SpaceX is preparing to launch a new spacecraft after conducting the static ignition test of its thrusters on Friday. This time ignited the 33 engines of its Super Heavy fuel, Although two of them failed prematurely, the success of this previous technical maneuver on the ground is crucial for the American space company to decide to try again to put its super rocket into orbit. Elon Musk said on X (formerly Twitter): that this flight will be soon, although federal approvals for launch are still pending; And last week, new details emerged about the damage to the environment and wildlife caused by the previous attempt to launch Starship in the protected wilderness surrounding the SpaceX base.
Elon Musk’s company says it made the necessary changes around the platform to prevent its destruction and the tornado of debris that was shot down in the April 20 failed launch. When SpaceX is cleared to fly and the changes made to the platform and rocket are made, Starship will be by far the largest and most powerful rocket ever successfully launched. However, there is another record that he can no longer match.
One of the newest features of the Starship, Elon Musk’s super rocket that exploded on its first attempt at flight, is that its engines burn methane fuel (methane oxide is called Metalox in technical jargon because it’s a mixture of methane and liquid oxygen). ). Ditto for the Blue Origin orbital rocket being developed by its competitor Jeff Bezos. Some Chinese private companies have also decided to go this route.
Although the first four or five attempts were also unsuccessful, this summer a company called LandSpace, which almost nobody had heard of, announced that it had succeeded in launching a methane-powered rocket in all phases. On July 12, without prior notice, the space shuttle launched an inert charge into low-Earth orbit, a simple ballast to simulate the weight of a real satellite. Despite the English name, the company is Chinese and the test was conducted from the JiuQuan polygon in the middle of the Gobi Desert.
It’s the first time a pure methane rocket has made a successful orbital flight: China made history with the Zhuque-2, a medium-sized launch vehicle named after the vermilion bird, one of the four mythical creatures that appear in the constellations of the Chinese zodiac . Most remembered is the odyssey of the Starship, SpaceX’s super-heavy-lift space shuttle, which ended in April with the destruction of the vehicle and part of its launch pad. A Blue Origin motor exploded during static testing recently. Even the Chinese have had their problems: the first launch of the Zhuque-2 failed late last year because the second stage boosters couldn’t be started when it officially entered space.
As a fuel, methane has several advantages over the kerosene that most rockets burn, including SpaceX’s Falcon 9. Methane is slightly more efficient, although this advantage is increased by being injected under pressure into the combustion chamber, it is inexpensive to produce and easy to store in the rocket’s tanks. It must be kept at low temperatures, though not as cold as the liquid hydrogen used by high-power engines such as those used by NASA’s Artemis program’s SLS space shuttles to return to the moon. With these rockets, helium must also be injected into the tanks in order to transport the fuel in the direction of the bombs. Aside from the fact that helium is expensive, the auxiliary circuit for tanks and pipes adds an additional complication to the design of the vehicle. And all this affects the cost of each launch. In the case of methane rockets, on the other hand, the vaporization of this fuel already creates its own pressure system.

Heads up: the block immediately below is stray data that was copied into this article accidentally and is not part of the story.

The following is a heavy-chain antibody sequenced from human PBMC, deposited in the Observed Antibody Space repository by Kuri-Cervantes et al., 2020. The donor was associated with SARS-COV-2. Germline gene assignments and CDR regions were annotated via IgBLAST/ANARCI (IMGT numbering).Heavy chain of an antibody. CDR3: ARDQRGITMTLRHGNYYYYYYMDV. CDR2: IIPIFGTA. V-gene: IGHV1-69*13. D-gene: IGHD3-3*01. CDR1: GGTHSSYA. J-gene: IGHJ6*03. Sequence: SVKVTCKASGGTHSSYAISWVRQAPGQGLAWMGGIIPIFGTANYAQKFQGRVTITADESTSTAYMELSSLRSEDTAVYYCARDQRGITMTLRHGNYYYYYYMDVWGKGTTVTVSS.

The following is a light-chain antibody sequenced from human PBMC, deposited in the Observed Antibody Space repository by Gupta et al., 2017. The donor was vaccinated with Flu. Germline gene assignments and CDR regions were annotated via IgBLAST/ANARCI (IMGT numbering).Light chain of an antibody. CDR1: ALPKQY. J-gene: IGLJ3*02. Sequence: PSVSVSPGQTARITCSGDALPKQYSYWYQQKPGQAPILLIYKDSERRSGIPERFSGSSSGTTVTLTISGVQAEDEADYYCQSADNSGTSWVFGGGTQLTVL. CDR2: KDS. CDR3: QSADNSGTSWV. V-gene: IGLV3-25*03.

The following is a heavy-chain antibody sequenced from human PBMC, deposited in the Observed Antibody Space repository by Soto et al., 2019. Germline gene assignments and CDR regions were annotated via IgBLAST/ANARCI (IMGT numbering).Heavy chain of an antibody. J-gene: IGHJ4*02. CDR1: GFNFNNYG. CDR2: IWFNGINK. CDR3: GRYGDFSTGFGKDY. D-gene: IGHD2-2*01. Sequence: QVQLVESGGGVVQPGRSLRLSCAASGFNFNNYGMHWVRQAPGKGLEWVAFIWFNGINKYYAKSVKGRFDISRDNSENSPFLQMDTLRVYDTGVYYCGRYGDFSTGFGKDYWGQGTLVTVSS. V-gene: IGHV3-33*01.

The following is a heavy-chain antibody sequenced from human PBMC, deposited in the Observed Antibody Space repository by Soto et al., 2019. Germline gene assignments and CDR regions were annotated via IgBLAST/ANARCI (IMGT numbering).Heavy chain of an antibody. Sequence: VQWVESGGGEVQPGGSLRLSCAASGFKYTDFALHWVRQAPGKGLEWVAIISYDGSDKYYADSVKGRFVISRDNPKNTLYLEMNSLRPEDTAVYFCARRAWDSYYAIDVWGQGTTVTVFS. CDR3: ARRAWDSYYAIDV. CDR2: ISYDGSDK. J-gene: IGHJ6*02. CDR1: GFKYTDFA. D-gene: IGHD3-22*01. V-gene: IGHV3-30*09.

The benefits of methane
Burning methane produces less CO₂ and other pollutants than kerosene, a factor that must be considered when evaluating the environmental impact of any mission. The big advantage of using it on reusable rockets is that it hardly leaves any residue. You only have to imagine how the Falcon 9 lands, the lower fuselage of which is blackened already after a few minutes after switching on the brake engine, which burns kerosene.
When SpaceX chose methane, Elon Musk cited a reason that bordered on science fiction: Mars’ atmosphere, its eventual destination, is essentially CO₂. This will allow future expeditions to the Red Planet to synthesize the methane they need for the return trip right there. It’s a process that hasn’t been tested yet, but the Perseverance robot has conducted an experiment to extract oxygen from Martian air at a rate of six grams per hour. In a real mission, the engines need about seven tons of oxygen and about half methane to return to Earth.
From an operational perspective, the purity of the methane is critical. Musk’s plan to go to Mars involves first lunching a large number of his Starship super rockets, two a week (or maybe more) to carry the payload needed to successfully complete a Mars expedition into low Earth orbit is required.
In fact, the plan is for the Starship propellants on these round-trip flights to Earth orbit not to land on cement platforms (as is the case with the current SpaceX Falcon 9), but rather to land on the pedestal itself from which they launched. A pair of metal arms in the service tower must grab and rest the propeller at its base in the final seconds of its descent. There, without having to move them, they can clean their engines of the small residues of methane, check the remaining systems, adapt a ship to the fuel and have the super rocket ready for launch again in a matter of hours. At least that’s Elon Musk’s optimistic dream. So far, however, the only methane rocket that has flown successfully is a Chinese one.